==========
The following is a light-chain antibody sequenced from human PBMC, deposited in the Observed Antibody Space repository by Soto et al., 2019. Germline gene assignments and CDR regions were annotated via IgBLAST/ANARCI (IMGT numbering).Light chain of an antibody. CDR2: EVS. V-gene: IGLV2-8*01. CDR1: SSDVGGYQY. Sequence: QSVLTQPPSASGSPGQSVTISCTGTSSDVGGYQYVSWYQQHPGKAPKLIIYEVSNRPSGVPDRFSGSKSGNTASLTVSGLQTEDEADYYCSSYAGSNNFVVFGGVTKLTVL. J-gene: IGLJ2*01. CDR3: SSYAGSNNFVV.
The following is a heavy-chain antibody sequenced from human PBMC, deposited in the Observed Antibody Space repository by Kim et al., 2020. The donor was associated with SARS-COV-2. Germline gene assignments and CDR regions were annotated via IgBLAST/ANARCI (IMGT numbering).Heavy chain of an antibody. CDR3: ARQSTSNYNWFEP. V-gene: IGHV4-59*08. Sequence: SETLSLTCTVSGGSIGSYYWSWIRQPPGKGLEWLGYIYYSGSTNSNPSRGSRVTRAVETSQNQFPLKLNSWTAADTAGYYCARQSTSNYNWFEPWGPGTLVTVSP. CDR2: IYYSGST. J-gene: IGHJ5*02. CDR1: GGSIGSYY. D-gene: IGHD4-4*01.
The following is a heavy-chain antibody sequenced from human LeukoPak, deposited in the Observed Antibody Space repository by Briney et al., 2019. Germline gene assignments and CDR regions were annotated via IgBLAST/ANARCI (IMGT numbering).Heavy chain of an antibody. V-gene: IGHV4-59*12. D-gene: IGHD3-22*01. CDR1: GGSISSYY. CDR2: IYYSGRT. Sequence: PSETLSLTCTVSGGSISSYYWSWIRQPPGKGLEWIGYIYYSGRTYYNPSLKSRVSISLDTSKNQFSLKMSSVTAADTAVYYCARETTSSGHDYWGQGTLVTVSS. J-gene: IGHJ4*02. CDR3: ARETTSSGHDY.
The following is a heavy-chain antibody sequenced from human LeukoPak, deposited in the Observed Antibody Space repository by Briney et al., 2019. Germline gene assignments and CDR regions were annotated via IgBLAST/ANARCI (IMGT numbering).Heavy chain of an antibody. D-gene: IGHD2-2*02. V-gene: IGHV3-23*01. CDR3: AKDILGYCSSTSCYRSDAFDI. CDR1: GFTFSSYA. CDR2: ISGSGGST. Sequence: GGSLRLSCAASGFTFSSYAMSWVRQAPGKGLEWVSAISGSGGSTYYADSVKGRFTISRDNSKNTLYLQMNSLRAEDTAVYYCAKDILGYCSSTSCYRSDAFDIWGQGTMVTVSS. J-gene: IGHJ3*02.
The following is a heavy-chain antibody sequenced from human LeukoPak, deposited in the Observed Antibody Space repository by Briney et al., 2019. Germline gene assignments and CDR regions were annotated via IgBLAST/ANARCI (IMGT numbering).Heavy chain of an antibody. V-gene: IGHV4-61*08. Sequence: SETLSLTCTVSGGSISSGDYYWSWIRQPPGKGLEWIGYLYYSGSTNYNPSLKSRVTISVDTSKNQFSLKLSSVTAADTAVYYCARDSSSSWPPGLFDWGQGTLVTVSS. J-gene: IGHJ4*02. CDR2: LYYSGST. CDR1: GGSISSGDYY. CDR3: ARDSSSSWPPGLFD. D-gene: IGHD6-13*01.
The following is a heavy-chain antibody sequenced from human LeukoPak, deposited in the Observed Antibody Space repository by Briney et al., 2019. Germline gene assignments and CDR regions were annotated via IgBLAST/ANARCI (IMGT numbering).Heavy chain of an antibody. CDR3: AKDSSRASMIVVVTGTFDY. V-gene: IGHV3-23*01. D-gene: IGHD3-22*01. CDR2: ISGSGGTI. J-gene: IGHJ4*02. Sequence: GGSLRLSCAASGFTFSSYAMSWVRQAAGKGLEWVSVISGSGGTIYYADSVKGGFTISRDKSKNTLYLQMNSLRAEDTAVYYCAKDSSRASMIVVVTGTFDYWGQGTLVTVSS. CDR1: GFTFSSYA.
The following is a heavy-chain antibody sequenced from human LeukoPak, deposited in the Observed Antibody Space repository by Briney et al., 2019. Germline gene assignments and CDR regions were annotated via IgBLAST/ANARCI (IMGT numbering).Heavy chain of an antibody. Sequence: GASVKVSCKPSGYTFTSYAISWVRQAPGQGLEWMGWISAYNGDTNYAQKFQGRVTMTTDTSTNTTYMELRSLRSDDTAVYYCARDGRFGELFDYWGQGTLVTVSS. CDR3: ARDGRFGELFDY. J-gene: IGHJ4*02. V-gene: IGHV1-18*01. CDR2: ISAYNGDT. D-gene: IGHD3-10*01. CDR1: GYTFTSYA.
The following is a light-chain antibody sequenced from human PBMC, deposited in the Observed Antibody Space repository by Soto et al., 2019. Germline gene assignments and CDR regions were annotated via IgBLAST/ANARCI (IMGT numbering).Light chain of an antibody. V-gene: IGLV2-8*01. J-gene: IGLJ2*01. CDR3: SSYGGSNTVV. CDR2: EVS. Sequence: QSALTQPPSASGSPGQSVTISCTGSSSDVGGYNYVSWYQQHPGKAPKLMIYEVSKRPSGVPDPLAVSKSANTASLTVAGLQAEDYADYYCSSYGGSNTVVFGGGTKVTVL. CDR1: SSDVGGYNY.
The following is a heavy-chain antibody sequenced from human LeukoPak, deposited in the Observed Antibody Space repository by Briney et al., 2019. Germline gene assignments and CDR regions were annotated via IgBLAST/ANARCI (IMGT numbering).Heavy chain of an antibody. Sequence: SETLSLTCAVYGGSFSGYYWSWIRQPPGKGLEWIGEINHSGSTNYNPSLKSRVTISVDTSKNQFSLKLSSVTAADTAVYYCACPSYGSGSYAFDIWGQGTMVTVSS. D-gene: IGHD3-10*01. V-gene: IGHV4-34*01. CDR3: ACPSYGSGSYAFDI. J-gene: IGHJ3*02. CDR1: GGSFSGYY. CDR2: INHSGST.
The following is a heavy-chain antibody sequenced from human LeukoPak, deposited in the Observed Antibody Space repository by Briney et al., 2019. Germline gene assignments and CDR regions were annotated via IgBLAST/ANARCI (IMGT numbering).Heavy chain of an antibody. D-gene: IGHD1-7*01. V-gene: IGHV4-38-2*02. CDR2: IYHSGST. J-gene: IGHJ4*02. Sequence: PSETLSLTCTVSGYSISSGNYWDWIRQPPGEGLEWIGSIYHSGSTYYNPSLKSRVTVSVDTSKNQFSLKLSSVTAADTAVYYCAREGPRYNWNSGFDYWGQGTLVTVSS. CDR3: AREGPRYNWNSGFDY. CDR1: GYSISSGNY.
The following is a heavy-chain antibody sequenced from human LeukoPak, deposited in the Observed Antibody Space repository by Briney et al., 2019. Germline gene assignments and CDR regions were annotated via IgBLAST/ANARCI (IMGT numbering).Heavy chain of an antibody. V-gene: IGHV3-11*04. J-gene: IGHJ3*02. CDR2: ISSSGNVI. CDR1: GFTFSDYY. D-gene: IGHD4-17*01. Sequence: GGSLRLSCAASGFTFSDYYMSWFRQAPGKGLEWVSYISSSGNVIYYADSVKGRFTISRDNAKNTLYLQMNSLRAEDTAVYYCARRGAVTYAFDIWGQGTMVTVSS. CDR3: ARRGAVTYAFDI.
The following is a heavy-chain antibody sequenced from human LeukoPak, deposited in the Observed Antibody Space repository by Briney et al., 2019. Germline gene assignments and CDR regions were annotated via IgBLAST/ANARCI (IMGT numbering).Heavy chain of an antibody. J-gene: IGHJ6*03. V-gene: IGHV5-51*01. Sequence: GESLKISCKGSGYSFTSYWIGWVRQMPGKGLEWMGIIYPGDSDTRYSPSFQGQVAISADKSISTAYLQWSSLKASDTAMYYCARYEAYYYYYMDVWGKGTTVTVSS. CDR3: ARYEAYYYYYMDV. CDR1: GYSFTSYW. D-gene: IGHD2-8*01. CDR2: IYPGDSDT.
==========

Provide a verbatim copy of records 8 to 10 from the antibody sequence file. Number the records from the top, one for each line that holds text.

The following is a light-chain antibody sequenced from human PBMC, deposited in the Observed Antibody Space repository by Soto et al., 2019. Germline gene assignments and CDR regions were annotated via IgBLAST/ANARCI (IMGT numbering).Light chain of an antibody. V-gene: IGLV2-8*01. J-gene: IGLJ2*01. CDR3: SSYGGSNTVV. CDR2: EVS. Sequence: QSALTQPPSASGSPGQSVTISCTGSSSDVGGYNYVSWYQQHPGKAPKLMIYEVSKRPSGVPDPLAVSKSANTASLTVAGLQAEDYADYYCSSYGGSNTVVFGGGTKVTVL. CDR1: SSDVGGYNY.
The following is a heavy-chain antibody sequenced from human LeukoPak, deposited in the Observed Antibody Space repository by Briney et al., 2019. Germline gene assignments and CDR regions were annotated via IgBLAST/ANARCI (IMGT numbering).Heavy chain of an antibody. Sequence: SETLSLTCAVYGGSFSGYYWSWIRQPPGKGLEWIGEINHSGSTNYNPSLKSRVTISVDTSKNQFSLKLSSVTAADTAVYYCACPSYGSGSYAFDIWGQGTMVTVSS. D-gene: IGHD3-10*01. V-gene: IGHV4-34*01. CDR3: ACPSYGSGSYAFDI. J-gene: IGHJ3*02. CDR1: GGSFSGYY. CDR2: INHSGST.
The following is a heavy-chain antibody sequenced from human LeukoPak, deposited in the Observed Antibody Space repository by Briney et al., 2019. Germline gene assignments and CDR regions were annotated via IgBLAST/ANARCI (IMGT numbering).Heavy chain of an antibody. D-gene: IGHD1-7*01. V-gene: IGHV4-38-2*02. CDR2: IYHSGST. J-gene: IGHJ4*02. Sequence: PSETLSLTCTVSGYSISSGNYWDWIRQPPGEGLEWIGSIYHSGSTYYNPSLKSRVTVSVDTSKNQFSLKLSSVTAADTAVYYCAREGPRYNWNSGFDYWGQGTLVTVSS. CDR3: AREGPRYNWNSGFDY. CDR1: GYSISSGNY.